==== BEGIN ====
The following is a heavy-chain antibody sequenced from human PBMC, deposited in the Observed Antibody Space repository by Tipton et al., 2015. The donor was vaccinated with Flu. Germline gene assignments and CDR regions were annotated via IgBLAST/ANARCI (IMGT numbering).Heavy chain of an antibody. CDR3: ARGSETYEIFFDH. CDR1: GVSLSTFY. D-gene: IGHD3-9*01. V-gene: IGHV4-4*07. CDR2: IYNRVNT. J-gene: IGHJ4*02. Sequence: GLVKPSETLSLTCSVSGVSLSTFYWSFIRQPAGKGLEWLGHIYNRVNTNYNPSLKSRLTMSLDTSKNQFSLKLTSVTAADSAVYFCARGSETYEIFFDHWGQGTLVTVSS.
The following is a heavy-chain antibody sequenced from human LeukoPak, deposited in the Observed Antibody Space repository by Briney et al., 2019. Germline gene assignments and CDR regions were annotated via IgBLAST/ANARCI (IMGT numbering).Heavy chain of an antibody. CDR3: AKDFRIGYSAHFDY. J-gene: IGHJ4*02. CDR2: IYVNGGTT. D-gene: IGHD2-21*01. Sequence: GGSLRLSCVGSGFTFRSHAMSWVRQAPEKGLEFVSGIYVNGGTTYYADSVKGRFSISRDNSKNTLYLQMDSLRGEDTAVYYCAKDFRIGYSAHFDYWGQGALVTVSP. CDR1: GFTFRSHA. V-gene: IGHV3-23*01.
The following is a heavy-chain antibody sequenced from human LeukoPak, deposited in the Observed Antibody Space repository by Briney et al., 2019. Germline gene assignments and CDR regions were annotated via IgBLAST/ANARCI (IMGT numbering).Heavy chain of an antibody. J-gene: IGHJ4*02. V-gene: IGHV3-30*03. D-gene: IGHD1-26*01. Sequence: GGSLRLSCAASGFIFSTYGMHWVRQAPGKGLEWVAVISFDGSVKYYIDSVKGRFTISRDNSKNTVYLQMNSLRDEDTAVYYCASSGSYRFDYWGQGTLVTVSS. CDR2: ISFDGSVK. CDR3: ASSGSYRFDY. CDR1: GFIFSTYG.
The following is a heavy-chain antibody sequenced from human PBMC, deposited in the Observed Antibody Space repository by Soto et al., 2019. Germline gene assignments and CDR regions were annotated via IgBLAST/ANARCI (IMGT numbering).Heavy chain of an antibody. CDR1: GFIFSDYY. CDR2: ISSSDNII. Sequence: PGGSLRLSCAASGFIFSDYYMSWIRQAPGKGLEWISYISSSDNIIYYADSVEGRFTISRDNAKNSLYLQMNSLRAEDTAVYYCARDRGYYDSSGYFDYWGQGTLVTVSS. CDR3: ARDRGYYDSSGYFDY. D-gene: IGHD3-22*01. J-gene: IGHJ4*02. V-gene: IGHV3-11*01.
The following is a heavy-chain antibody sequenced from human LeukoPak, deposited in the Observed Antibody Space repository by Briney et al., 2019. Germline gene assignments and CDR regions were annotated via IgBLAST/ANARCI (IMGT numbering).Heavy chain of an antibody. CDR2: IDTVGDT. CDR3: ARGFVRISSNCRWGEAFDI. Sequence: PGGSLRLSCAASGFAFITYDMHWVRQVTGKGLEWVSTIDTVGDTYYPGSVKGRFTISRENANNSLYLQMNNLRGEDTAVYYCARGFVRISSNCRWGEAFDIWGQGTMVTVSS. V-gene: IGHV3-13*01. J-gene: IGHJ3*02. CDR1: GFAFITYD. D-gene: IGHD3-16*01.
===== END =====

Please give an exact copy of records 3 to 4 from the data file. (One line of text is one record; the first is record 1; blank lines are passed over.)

The following is a heavy-chain antibody sequenced from human LeukoPak, deposited in the Observed Antibody Space repository by Briney et al., 2019. Germline gene assignments and CDR regions were annotated via IgBLAST/ANARCI (IMGT numbering).Heavy chain of an antibody. J-gene: IGHJ4*02. V-gene: IGHV3-30*03. D-gene: IGHD1-26*01. Sequence: GGSLRLSCAASGFIFSTYGMHWVRQAPGKGLEWVAVISFDGSVKYYIDSVKGRFTISRDNSKNTVYLQMNSLRDEDTAVYYCASSGSYRFDYWGQGTLVTVSS. CDR2: ISFDGSVK. CDR3: ASSGSYRFDY. CDR1: GFIFSTYG.
The following is a heavy-chain antibody sequenced from human PBMC, deposited in the Observed Antibody Space repository by Soto et al., 2019. Germline gene assignments and CDR regions were annotated via IgBLAST/ANARCI (IMGT numbering).Heavy chain of an antibody. CDR1: GFIFSDYY. CDR2: ISSSDNII. Sequence: PGGSLRLSCAASGFIFSDYYMSWIRQAPGKGLEWISYISSSDNIIYYADSVEGRFTISRDNAKNSLYLQMNSLRAEDTAVYYCARDRGYYDSSGYFDYWGQGTLVTVSS. CDR3: ARDRGYYDSSGYFDY. D-gene: IGHD3-22*01. J-gene: IGHJ4*02. V-gene: IGHV3-11*01.